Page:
Avoiding the 3 Most Common Cooking Mistakes

Cook’n cooks are nothing short of amazing—we know this. But just in case we have a few newbies in our reading audience, let’s talk about a few common cooking mistakes so we can avoid them. And you seasoned pros might even find a good idea here as well! This information was shared by the folks at Cooking Light.

First off, do you taste as you go? We should. The result of not tasting as you go? The flavors or textures of an otherwise excellent dish end up out of balance or unappealing.

For most cooks, tasting is automatic, but when it’s not, the price can be high. Recipes don’t always call for the "right" amount of seasoning, cooking times are estimates, and results vary depending on your ingredients, your stove, altitude … and a million other factors. Your palate is the control factor.

And even experienced cooks forget this most basic rule. For instance, Cooking Light associate food editor, Tim Cebula, was sous chef in a notable restaurant when he served up "caramelized" pineapple that somehow refused to brown. Turns out Tim had coated the fruit in salt, not sugar. "That’s why it wouldn’t caramelize."

Then there’s the practice of making substitutions in baking. Not a bad thing, necessarily, unless your substitution wasn’t all that wise. The result of this faux pas? You wreck the underlying chemistry of the dish.

Substitutions are a particular temptation, and challenge, especially with healthy cooking. At Cooking Light it's their job to substitute lower-fat ingredients to change the cooking chemistry a bit while capturing the soul of a dish. When it comes to baking, this is as much science as art.

“I'll get calls from readers about cakes turning out too dense or too gummy," says Cooking Light’s test kitchen director Vanessa Pruett. "After a little interrogation, I’ll get to the truth: that the reader used ALL applesauce instead of a mix of applesauce and oil or butter or went with sugar substitute in place of sugar." Best practice: Follow the recipe, at least until you’ve got a few years of cooking/baking practice under your belt.

Another common NO-NO is boiling when you should be simmering. I’m guilty of this because I’m often in a hurry when I’m cooking. And the result has most often been a hurried-up dish that was cloudy, tough, or dry.

Cooking Light chefs say this is one of the most common kitchen errors. So first, let’s clarify what is meant by simmering: A bubble breaks the surface of the liquid every second or two. More vigorous bubbling than that means you've got a boil going. And the difference between the two can ruin a dish.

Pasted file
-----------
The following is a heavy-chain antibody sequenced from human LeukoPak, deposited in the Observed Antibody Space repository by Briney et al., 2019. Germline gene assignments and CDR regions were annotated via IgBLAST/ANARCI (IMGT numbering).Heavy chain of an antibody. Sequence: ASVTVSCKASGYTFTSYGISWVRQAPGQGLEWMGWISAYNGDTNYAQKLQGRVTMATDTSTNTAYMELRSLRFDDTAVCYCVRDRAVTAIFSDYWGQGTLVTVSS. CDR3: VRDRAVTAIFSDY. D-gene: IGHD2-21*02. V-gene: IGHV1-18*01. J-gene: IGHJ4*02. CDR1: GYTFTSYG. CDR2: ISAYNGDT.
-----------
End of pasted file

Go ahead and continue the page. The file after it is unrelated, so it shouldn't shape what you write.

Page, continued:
Here’s where experience comes in to play; I didn’t really understand this until I’d been cooking for a while. I remember attempting to make a beef stew and the end product gave my unsuspecting family a real jaw workout. I’d boiled the meat for 45 minutes instead of simmering it for a couple of hours. I was in a hurry and needed it to get done more quickly. Well, it was ‘done’ all right. I learned an important lesson: Meat cooked too quickly in liquid ironically turns out very dry. And tough, really tough. Now I know that when the recipe says SIMMER, I simmer (for as long as it takes)!

So the moral to the story? Know and avoid the 3 most common cooking mistakes. You’ll find that this knowledge is power—power to take your cooking from OK to outstanding!

And to close, just for fun, I’ll share a recipe that I’ve used for a number of years that takes well to substituting ingredients (since we’ve been talking about that).


1 cup almond butter (can easily substitute peanut butter)

3 ounces vanilla plant-based protein powder (can substitute powdered or instant milk, or even a package of Carnation Instant Breakfast)

1/2 cup pure maple syrup

2 eggs (can substitute ¾ cup gelled chia seeds)

2 cups rolled oats (can substitute barley, rye, or wheat flakes)

3/4 cup unsweetened shredded coconut (can substitute sweetened coconut)

1 teaspoon baking soda

  1. Preheat oven to 350°F. Spray a 9-by-11-inch pan with cooking spray.

  2. In a small bowl, use an electric mixer to mix almond butter, protein powder, and maple syrup. Beat in the eggs.

  3. Stir in rolled oats, coconut, and baking soda, and mix well.

  4. Firmly press stiff dough into the pan using the back of a spoon.

  5. Bake for 12 minutes or until the top browns slightly.

  6. Cool pan on a rack, cut into 18 squares, and store leftovers in an airtight container.

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    Alice Osborne
    Weekly Newsletter Contributor since 2006
    Email the author! alice@dvo.com

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